Assume, for example, that the patentee proves at trial that the defendant knew of the patent-in-suit and proceeded with its infringing activity. The determination of whether the infringement was willful is made by the trial of fact based on a totality of circumstances considering numerous factors, such as deliberate copying, investigation and good faith belief of no liability, litigation conduct, infringer's size and financial condition, closeness of the case, duration of the infringement, remedial action, intent to harm, and concealment of the infringement. Read, 970 F.2d at 827.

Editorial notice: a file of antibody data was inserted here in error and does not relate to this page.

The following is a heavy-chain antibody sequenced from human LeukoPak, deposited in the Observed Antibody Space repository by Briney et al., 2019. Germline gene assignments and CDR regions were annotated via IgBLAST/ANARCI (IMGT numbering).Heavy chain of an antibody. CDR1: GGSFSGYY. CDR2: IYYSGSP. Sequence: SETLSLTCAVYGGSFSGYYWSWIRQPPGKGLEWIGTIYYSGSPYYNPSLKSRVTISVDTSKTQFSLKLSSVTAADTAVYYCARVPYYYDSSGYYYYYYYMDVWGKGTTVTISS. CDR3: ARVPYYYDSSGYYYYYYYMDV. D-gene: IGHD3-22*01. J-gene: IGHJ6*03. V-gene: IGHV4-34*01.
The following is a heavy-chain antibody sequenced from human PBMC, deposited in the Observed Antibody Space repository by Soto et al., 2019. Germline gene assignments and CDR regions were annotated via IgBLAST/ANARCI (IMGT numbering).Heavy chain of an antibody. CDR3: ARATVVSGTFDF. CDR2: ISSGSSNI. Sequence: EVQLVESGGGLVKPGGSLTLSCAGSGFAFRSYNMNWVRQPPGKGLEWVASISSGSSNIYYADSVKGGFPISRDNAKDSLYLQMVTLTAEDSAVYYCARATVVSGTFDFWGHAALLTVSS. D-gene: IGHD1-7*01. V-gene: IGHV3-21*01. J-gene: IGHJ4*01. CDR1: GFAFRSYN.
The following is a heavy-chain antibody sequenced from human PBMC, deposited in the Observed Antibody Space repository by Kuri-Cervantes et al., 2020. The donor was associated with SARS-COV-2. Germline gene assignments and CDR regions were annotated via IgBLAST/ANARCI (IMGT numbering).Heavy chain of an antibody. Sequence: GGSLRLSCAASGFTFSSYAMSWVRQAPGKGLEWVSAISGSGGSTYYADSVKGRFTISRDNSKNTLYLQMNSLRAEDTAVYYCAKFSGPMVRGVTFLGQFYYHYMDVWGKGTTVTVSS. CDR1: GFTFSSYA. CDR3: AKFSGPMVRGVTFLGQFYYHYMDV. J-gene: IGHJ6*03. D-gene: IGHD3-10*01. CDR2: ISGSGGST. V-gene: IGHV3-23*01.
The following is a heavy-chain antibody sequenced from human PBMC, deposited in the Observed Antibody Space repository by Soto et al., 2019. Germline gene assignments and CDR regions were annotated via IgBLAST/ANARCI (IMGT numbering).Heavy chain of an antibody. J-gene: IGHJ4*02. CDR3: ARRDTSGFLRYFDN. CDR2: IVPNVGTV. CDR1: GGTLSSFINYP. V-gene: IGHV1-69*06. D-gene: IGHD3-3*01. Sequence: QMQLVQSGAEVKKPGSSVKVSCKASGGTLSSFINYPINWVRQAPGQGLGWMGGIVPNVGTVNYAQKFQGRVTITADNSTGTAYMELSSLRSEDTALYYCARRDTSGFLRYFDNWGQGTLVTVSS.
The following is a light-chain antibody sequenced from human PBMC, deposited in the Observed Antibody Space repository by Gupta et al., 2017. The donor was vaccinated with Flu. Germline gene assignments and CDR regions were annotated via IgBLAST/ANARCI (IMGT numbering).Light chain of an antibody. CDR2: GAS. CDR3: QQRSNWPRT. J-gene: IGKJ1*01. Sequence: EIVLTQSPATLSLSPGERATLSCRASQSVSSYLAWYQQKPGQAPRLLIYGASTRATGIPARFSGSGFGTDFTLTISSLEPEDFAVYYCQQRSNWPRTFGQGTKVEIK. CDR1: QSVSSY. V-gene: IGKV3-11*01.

It is up to the patentee to prove by clear and convincing evidence that based on a totality of circumstances infringement was willful. Pall Corp. v. Micron Separations, Inc., 66 F.3d 1211, 1221 (Fed. Cir. 1995). However, evidence that the infringer had relied on and followed a well reasoned and timely opinion of a competent patent counsel is likely to be the best evidence to rebut the charge by establishing a prudent belief that the infringer's actions were lawful and that the infringer had a good faith belief that he had no liability. In most cases, other evidence that the infringer had a prudent belief that what he was doing did not violate patent rights is not nearly as persuasive. Accordingly, reliance on an opinion of counsel remains the most effective way of rebutting the charge of willfulness.